Perfume: Step into the Ultimate World of Luxury
Oud is the aged bark of the rare agarwood tree that is the basis of many perfumes that are highly prized in Middle Eastern culture — yet the scent is unfamiliar to most Westerners. When the bark is burned, oud smoke has an odor that is described as both exotic and as light as the wind. The scent clings to clothes, hair and other objects, and is considered so important that, even in a recession, it is this last thing a wealthy Arab would give up. As described by fragrance expert Roja Dove in this video by The Guardian UK, oud is a luxury item that is, next to Ambergris, the most expensive raw material in the world.
Although the smooth-talking presenter may come across as a bit over the top, the video is an interesting lesson in basic perfumery and provides a window into the world of Middle Eastern wealth. Dove explains that this precious scent has recently made its way into the perfumes of fashion designer Tom Ford, thus bringing it to the Western nose. When distilled into an oil, oud can be used alone, or as an additive to another scent where it “captures” the other fragrance and makes it last longer. One wishes that there were such a thing as scratch-and-sniff video so that the viewer could experience first hand what all the fuss is about.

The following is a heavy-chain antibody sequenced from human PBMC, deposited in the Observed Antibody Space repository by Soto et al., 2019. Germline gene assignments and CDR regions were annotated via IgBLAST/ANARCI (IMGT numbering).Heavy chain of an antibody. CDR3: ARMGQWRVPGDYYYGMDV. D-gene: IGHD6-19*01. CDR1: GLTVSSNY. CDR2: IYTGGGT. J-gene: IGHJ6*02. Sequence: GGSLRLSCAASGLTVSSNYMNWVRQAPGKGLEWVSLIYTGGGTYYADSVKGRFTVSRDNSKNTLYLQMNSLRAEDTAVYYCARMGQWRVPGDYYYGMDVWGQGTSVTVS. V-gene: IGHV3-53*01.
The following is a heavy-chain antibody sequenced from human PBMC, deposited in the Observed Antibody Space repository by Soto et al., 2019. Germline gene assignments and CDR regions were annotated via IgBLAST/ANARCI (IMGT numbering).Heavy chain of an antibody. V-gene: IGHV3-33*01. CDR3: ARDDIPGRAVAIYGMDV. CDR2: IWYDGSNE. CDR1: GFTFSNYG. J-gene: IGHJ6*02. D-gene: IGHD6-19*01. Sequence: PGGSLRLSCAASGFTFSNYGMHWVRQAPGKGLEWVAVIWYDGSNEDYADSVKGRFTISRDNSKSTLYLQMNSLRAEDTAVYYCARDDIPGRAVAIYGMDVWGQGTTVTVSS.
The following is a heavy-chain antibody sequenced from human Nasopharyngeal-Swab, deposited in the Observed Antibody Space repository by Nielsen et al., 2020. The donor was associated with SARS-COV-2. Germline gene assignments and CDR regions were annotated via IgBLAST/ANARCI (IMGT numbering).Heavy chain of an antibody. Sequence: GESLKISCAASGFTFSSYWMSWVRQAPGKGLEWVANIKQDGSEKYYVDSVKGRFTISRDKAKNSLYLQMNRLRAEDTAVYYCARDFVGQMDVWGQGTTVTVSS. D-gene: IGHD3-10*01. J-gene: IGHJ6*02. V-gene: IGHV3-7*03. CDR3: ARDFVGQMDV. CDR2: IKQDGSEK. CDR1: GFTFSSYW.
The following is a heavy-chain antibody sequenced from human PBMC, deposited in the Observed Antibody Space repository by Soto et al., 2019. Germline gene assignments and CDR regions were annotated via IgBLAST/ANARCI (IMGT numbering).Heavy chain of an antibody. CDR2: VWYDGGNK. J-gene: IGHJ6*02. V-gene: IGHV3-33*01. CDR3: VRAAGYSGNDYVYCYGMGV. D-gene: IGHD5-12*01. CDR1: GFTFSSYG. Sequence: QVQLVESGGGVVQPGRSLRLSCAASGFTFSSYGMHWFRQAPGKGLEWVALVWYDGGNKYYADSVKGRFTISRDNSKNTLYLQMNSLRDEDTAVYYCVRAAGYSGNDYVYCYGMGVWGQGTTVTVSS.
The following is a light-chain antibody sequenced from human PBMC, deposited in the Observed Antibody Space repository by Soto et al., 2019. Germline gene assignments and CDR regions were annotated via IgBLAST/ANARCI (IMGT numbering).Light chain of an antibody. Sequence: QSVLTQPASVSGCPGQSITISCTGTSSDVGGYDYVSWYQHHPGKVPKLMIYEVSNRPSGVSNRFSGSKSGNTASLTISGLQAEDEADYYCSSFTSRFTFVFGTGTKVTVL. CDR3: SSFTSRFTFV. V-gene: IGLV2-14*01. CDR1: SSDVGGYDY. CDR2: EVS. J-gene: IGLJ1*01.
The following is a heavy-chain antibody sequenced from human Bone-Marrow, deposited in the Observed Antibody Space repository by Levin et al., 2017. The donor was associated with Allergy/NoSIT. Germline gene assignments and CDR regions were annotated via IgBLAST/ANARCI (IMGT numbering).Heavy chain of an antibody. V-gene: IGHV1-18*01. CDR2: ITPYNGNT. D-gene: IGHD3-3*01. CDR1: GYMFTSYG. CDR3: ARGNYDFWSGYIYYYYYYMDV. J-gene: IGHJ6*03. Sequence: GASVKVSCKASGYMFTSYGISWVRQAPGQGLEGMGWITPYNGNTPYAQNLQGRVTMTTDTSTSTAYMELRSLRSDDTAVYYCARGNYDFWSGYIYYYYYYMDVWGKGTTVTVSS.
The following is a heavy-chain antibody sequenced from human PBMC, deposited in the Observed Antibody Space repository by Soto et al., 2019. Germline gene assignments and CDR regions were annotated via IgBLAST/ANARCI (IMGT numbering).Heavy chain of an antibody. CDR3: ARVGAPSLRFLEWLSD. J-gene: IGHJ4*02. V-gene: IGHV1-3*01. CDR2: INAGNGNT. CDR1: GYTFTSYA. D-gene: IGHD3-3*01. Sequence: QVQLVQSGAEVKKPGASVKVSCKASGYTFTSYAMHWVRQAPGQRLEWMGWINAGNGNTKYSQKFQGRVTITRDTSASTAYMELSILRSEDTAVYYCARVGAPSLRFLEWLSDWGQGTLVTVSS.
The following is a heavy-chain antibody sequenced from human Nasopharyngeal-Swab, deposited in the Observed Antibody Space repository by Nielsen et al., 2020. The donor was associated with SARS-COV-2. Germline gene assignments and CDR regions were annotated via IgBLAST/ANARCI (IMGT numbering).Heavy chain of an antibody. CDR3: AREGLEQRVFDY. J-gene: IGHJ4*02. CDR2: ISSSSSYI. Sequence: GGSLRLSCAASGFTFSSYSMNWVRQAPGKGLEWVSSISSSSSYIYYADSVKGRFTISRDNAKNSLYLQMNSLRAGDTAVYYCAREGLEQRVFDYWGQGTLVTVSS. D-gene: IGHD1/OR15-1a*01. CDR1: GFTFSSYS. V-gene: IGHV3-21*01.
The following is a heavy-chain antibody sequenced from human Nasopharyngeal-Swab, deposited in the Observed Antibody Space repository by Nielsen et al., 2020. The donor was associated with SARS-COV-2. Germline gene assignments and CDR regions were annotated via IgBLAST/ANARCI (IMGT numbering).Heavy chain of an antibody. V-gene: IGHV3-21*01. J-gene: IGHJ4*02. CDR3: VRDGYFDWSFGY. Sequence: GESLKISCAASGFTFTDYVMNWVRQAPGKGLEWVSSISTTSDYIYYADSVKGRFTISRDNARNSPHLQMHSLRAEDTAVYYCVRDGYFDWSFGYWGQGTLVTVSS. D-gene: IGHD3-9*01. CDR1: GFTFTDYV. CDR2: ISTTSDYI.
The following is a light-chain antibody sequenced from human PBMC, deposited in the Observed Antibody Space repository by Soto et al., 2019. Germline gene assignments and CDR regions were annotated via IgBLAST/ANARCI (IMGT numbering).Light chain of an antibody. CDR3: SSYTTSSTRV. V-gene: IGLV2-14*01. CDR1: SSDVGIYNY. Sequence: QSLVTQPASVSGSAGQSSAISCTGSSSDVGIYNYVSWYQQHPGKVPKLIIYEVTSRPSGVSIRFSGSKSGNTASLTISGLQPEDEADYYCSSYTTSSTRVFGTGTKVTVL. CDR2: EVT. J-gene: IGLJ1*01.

By Amal Ahmed